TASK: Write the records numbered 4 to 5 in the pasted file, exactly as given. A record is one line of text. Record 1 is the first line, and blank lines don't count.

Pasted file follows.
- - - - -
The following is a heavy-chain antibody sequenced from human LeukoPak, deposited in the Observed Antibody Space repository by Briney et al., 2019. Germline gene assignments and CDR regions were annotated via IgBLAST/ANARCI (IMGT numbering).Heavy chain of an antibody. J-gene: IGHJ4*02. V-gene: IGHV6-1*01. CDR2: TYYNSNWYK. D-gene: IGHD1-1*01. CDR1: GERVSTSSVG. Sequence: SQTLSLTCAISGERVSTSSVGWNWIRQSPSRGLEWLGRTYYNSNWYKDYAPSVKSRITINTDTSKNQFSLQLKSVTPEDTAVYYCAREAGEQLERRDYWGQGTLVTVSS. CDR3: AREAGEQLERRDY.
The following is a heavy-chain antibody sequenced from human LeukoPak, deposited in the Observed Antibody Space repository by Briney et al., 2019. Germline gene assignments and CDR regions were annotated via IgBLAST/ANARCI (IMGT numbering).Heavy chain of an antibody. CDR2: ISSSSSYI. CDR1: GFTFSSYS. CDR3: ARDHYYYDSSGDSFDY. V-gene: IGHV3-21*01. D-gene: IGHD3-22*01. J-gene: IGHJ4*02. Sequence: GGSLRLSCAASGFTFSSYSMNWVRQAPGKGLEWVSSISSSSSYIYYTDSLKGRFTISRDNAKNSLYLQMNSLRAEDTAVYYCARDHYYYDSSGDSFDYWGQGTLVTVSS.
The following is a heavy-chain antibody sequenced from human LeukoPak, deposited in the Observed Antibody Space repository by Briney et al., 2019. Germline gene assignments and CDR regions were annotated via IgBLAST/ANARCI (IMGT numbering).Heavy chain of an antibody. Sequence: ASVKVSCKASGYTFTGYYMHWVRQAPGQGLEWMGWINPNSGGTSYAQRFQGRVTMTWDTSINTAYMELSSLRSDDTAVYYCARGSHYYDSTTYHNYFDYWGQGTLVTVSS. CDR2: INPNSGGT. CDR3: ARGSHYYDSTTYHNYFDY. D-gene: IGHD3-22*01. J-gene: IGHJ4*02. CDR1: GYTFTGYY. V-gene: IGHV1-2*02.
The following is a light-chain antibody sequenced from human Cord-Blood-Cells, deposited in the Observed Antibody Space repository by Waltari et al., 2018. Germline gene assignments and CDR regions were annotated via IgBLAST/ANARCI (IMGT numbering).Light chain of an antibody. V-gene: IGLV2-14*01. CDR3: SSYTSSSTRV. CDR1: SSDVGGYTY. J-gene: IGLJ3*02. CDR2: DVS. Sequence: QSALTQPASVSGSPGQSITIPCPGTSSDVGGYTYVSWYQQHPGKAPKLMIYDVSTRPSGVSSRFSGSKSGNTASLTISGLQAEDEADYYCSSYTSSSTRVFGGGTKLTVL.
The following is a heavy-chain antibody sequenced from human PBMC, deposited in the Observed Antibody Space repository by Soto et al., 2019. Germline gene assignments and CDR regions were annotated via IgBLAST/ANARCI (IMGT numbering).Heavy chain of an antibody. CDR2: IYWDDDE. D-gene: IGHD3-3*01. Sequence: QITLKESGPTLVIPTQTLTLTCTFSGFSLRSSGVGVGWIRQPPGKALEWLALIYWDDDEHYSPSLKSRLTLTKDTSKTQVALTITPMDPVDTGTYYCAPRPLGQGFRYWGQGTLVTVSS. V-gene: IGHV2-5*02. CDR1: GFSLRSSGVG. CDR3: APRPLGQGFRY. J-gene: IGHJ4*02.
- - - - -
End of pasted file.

The following is a light-chain antibody sequenced from human Cord-Blood-Cells, deposited in the Observed Antibody Space repository by Waltari et al., 2018. Germline gene assignments and CDR regions were annotated via IgBLAST/ANARCI (IMGT numbering).Light chain of an antibody. V-gene: IGLV2-14*01. CDR3: SSYTSSSTRV. CDR1: SSDVGGYTY. J-gene: IGLJ3*02. CDR2: DVS. Sequence: QSALTQPASVSGSPGQSITIPCPGTSSDVGGYTYVSWYQQHPGKAPKLMIYDVSTRPSGVSSRFSGSKSGNTASLTISGLQAEDEADYYCSSYTSSSTRVFGGGTKLTVL.
The following is a heavy-chain antibody sequenced from human PBMC, deposited in the Observed Antibody Space repository by Soto et al., 2019. Germline gene assignments and CDR regions were annotated via IgBLAST/ANARCI (IMGT numbering).Heavy chain of an antibody. CDR2: IYWDDDE. D-gene: IGHD3-3*01. Sequence: QITLKESGPTLVIPTQTLTLTCTFSGFSLRSSGVGVGWIRQPPGKALEWLALIYWDDDEHYSPSLKSRLTLTKDTSKTQVALTITPMDPVDTGTYYCAPRPLGQGFRYWGQGTLVTVSS. V-gene: IGHV2-5*02. CDR1: GFSLRSSGVG. CDR3: APRPLGQGFRY. J-gene: IGHJ4*02.